Return Of The New Thing - Crescendo
Far from being a subversive play on words verging on paradox, Return of the New Thing is a reminder that tough, uncompromising music was not invented yesterday, but has a history spanning over 40 years.
One should appreciate the honesty and sense of humour shown by those behind the name - Fuchs, Guionnet, Perraud and (its author) Warburton - who, in this somewhat subversive manner, pay homage to tradition. On the other hand, there arise a number of doubts : can music burdened with so much tradition, as played by ROTNT, be fresh and honest ? Have the ideas of Ornette Coleman, Cecil Taylor, Albert Ayler and many others not become outdated or passÃ© ? Does it make sense to refer to them ?
Upon listening to Crescendo these doubts are gradually dispelled. The quartet plays music that can still be appreciated. Music that can simultaneously irritate and fascinate, exhaust and thrill, amaze but also confuse ; music that affects both intellect and emotions. Particularly noteworthy is the freedom and precision - seemingly opposing qualities - with which the members of ROTNT develop their parts. One may feel surprise that free jazz (with which the term "new thing" was synonymous) can be so disciplined and exceptionally lucid, so precisely executed. Both as soloists and accompanists the musicians maintain an exceptionally tight grip on the clarity of their expression, and in the process of saturating it with detail they fully control the dynamics and timbre of their sound, whilst never forgetting the form and structure of the recording as a whole. The album contains only two fairly lengthy tracks, which can presumably be regarded a the product of so called "structured improvisation" - i.e. free expression based on certain elements agreed in advance. If I am mistaken in this - I am not familiar with the background of the recording - and the material is improvised in its entirety, the musicians deserve even greater praise.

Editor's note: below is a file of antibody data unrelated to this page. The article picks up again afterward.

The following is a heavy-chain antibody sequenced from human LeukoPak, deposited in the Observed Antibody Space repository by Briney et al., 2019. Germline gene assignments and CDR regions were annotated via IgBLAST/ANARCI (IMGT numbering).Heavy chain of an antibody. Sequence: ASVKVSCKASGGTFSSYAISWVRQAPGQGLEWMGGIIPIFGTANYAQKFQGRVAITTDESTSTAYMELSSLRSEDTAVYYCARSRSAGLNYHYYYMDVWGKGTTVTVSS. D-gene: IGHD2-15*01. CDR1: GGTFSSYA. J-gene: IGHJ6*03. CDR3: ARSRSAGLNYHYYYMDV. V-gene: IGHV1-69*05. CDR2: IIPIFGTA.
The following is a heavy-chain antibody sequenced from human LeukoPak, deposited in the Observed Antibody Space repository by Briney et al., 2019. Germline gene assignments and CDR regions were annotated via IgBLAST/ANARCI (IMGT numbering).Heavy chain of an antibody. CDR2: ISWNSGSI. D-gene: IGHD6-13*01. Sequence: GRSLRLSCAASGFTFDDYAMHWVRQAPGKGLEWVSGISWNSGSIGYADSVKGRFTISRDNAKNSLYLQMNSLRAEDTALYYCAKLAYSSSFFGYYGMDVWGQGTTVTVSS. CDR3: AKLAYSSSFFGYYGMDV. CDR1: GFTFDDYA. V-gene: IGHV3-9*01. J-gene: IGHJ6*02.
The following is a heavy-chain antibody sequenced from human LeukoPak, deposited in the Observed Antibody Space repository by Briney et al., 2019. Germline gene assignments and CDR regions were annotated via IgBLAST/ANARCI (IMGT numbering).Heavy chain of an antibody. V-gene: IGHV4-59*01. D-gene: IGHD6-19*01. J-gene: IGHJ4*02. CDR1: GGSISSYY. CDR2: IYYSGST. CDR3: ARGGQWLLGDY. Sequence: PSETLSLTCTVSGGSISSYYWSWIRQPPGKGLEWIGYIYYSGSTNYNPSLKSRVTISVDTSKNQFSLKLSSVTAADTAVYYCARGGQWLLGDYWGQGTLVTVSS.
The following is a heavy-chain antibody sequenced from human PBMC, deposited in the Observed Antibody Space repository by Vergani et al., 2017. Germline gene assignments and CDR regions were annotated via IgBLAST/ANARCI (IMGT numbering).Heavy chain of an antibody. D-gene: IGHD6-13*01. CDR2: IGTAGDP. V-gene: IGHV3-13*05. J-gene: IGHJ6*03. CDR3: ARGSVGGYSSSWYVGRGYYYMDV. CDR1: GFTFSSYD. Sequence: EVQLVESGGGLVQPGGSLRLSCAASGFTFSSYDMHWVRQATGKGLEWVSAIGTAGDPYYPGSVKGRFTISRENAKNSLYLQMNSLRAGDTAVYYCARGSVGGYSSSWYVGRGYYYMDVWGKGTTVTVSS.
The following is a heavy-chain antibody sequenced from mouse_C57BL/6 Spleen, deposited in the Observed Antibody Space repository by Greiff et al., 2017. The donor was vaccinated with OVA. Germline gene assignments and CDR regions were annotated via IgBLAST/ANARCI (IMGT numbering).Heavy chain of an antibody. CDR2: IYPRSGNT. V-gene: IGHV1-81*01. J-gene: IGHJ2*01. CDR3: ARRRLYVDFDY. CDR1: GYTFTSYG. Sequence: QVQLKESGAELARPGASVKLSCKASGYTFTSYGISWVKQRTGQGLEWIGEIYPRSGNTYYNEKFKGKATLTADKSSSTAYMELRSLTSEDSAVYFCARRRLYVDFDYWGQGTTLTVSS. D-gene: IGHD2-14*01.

In the quartet’s performance one can hear not only that its members are familiar with the history of jazz, but also that they are capable of transforming and personalising this history. It is presumably significant that Crescendo is jazz played by musicians who do not play jazz on a day-to-day basis (Jean-Louis Guionnet divides his time between electro-acoustic, improvised and organ music, FranÃ§ois Fuchs customarily concerns himself with improvisation, while Dan Warburton and Edward Perraud possess a "serious" musical education and have quite thoroughly explored the world of non-conventional sounds, touching on rock, classical and various types of improvised music). Hence, their language becomes a product of the "freeâ€ idiom, traceable directly to the classics (e.g. Coleman, Shepp, Ayler and Mengelberg), as well as personal experiences connected with other areas of musical practice. Obviously, in line with its name, the music of ROTNT is dominated by the former, but tasty interjections lend it a certain amount of peculiar charm.
Tadeusz Kosiek (Translated by RafaÅ‚ Eile)